Delta Wildlife Monitoring

Delta Wildlife Monitoring

Michelle and Irene
Junior Specialist Michelle Mah (left) and Collections Manager Irene Engilis surveying mammals in the field

Starting May 2020, museum biologists started the initial data collection to develop the baseline data to address long-term monitoring of terrestrial wildlife in the California Delta, a three-year research project funded by and partnered with the state Department of Water Resources.  The Bohart Museum of Entomology is conducting complimentary insect surveys. The aim of the research is to assess how multiple vertebrate taxa – birds, small and medium mammals, reptiles, and amphibians – are responding to habitat management and restoration at various sites across the Delta. Also known as the Sacramento-San Joaquin River Delta, the Delta is an expansive freshwater tidal estuary in Northern California with its northern end bordering south of Sacramento in the Cosumnes River Preserve down past Stockton to San Joaquin River Valley and reaching towards the Bay east of Suisun Bay. It is a critical habitat for migratory and residential wildlife as well as provide water to California residents and farmland.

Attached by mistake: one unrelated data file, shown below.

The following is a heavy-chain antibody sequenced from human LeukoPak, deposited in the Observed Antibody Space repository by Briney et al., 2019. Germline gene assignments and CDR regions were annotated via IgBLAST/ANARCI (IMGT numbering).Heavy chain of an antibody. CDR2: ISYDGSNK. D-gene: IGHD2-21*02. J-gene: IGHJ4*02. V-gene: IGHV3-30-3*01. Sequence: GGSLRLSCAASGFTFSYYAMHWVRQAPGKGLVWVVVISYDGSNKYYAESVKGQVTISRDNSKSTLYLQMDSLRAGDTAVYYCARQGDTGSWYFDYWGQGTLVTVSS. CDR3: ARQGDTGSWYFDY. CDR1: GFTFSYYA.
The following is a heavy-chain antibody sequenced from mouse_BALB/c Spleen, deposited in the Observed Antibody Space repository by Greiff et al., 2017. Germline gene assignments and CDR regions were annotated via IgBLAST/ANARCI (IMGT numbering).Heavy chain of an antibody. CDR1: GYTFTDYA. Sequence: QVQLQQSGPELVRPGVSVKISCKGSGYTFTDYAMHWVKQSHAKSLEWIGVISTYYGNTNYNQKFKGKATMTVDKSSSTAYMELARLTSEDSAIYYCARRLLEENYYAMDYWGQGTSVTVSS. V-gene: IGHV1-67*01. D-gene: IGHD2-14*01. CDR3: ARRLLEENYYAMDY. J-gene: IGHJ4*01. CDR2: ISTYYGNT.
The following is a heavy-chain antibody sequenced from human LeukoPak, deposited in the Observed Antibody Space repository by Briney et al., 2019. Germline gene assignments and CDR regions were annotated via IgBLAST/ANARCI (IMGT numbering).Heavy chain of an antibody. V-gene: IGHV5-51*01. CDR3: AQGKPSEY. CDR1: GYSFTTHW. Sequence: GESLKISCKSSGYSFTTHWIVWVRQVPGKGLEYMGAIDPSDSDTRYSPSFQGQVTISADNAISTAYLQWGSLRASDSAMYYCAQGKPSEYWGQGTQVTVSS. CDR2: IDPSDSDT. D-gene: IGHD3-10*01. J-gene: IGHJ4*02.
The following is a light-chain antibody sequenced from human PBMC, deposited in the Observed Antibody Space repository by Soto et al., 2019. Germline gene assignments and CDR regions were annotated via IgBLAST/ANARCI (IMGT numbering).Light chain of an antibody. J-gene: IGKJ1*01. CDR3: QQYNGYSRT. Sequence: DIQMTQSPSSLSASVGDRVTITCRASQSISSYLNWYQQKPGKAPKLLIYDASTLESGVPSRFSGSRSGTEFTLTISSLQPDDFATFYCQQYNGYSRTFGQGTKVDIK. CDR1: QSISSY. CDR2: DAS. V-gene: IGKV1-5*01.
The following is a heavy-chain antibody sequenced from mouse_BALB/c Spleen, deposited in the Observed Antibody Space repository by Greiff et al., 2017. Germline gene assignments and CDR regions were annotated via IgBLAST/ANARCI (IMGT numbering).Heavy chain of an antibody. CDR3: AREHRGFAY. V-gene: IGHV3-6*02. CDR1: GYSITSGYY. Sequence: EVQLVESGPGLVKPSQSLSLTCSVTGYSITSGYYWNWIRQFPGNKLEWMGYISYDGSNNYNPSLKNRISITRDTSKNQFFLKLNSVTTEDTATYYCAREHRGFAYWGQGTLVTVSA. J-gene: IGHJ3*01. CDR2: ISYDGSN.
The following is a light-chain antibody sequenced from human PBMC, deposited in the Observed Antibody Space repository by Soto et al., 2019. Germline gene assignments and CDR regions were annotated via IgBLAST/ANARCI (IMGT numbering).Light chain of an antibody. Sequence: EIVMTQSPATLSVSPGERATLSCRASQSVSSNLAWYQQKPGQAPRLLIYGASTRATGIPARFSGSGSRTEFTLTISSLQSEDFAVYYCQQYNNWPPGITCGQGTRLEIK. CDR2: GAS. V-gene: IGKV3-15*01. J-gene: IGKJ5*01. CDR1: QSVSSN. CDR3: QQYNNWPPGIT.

Sherman Island
One of our monitoring sites are these restored wetlands on Sherman Island.

One main goal is to plot out how species composition changes over time from an unrestored site to a matured restored habitat. Through data collection and sampling, this biomonitoring project will help in determining species richness, diversity, abundance, and occupancy during habitat restoration and management. The research aims to do this by studying predetermined sites in various stages of restoration, ranging from unrestored untouched sites to sites undergoing restoration efforts, just newly restored, and some that were restored 5-6 years ago. These locations include Cosumes River Preserve, McCormack Williamson Tract, and Sherman Island, to name a few. Furthermore, these sites are being restored for various reasons such as habitat reversal, flooding prevention, or to support wildlife broadly as well as being restored to different habitats such as freshwater marsh, upland grassland, and riparian forest. The overarching question is to examine how these types of restoration and current management in these landscapes impact biodiversity across multiple taxa. The hope is that this information can inform future restoration projects.

2020 Annual Report